ment, and for what resulted Evans was
arrested for disturbing the peace.
This infelicity gave his wife's mother
the opportunity to proclaim that he had
served time in the penitentiary and the
Btory was published at that time.
Second Wife Exposed Record.
The first Mrs. Evans of the three known
to have existed got a divorce in San
Francisco. Evans had returned to Tu
lare and soon thereafter eloped with and
married Miss Dewitt, daughter of a well
known family of Tulare.- Evans lived with
this wife several years and they had a
girl. Shortly before fhe secured a di
vorce Mrs. Dewitt Evans Is said to have
attempted suicide. At least she shot her
self in fhe left shoulder, and Dr. Owens,
who was one of her witnesses in the di
vorce trial, was one authority for the
suicide story. He was this Mrs. Evans'
physician and her confidant to such a
degree that. In a fit of pique at her hus
band, she exposed the stain upon ills
Another Man Alleges Blackmail.
So much for Evans' wives. Dr. Owens,
who appeared before Justice Selph this
morning to have the date set for his
preliminary examination on a charge of
attempted extortion, is the author of an
other letter which Deputy District Attor
ney Paul J. McCormick, who has charge
of the prosecution, construes as a black
mailing epistle. This letter, was written
three years ago from Chicago, the man
addressed being J. V. McNeil, of 3577
Dayton avenue, this city. While the con
tents of this letter are not to be made
public for the present. Mr. McCormick
says It represents an effort on Owens'
part to obtain money by holding a threat
over Mr-. McNeil's head. Mr. McNeil
says he so considered the letter himself.
Meanwhile, however, the doctor
smiles and says he has a wealth of in
teresting correspondence from both
Mr. and Mrs. Evans which bears out
his fiduciary claims against the former
and their free concurrence In all his
demands. They addressed him on all
occasions, he says, wllh expressions of
friendship and even affection, both
averring their sorrow over Evans' In
ability to settle as per requests.
Made Money In Pan-American Road
While Evans will not confirm the
surmise, there i" reason to believe
that the two men against whom he
said he would bring suit for $25,000 on
account of some Mexican deal, are his
associates In the Pan-American Rail
way. Evans was the railroad's first
MURPHY'S LITTLE CARTOONS ON SALIENT
About Time to Give Is Pure Milk.
president. This was the first and
most conspicuous of his frequent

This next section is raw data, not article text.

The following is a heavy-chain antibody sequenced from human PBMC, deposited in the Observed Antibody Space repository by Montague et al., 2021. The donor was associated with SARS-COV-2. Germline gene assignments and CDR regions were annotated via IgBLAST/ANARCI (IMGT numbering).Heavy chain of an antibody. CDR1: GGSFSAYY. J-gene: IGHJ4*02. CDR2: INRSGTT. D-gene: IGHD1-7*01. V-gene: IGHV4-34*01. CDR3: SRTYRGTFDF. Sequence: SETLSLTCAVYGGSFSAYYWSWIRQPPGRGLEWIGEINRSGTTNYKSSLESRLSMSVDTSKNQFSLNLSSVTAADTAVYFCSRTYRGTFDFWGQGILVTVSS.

presidencies. According to Dr. Owens,
Evans had ' rediscovered the Pan
American, into which the Barings put
millions of dollars. Evans lost all his
money In his effort to' make the road
an instrument for profit and came back
to Los Angeles "broke." He returned
later, however, so Owens says, with
$500 of the doctor's money. Interested
new associates, and did so well that
later he sold out for $100,000 cash.
When he arrived in Los Angeles, Evans
had $92,000. He "said, however, that
his former associates owed him
$150,000. and It is for that sum and
these men he intends to sue, according
to Dr. Owens.
Money Which Won Mrs. Owens.
According to the doctor also, it was this
handsome sum of money which enabled
Evans to win his wife. In this tale of
multitudinous divorces that of the Owens
is not the least outre. Upon his return
from Mexico Evans not only brought
Mrs. Owens some handsome Jewels, so
says Owens, but renewed his intimacy
with the couple as an becups.: of their
house. Before going to Mexico and in
hla less prosperous days he had lived
with them. Somewhat later he took his
European trip and brought back dia
monds for Mrs. Owens. All, of this, the
aoetor says, he thought was discreet and
merely a mark of friendship, hut now
he thinks he was not well Informed.
His reason for 'being doubtful was that
Evans, he charges, told talen about him
to the then Mrs. Owens, much to his
- Says He JPoinid Treachery.
"I was In N'ew York then." said the
Doctor, "and- had no Inkling of what
was going forward until my wife began
writing that she was having peculiar
dreams about me. That was a bad sign.
Upon my return I set up some in-
concluded on Page 2.)
CONTENTS TODAY'S PAPER
TODAY'S Fair and continued warm. North
YESTERDAY'S Maximum temperature 82
aegrees; minimum. 35 degrees.
Rival Sultans of Morocco to settle claims in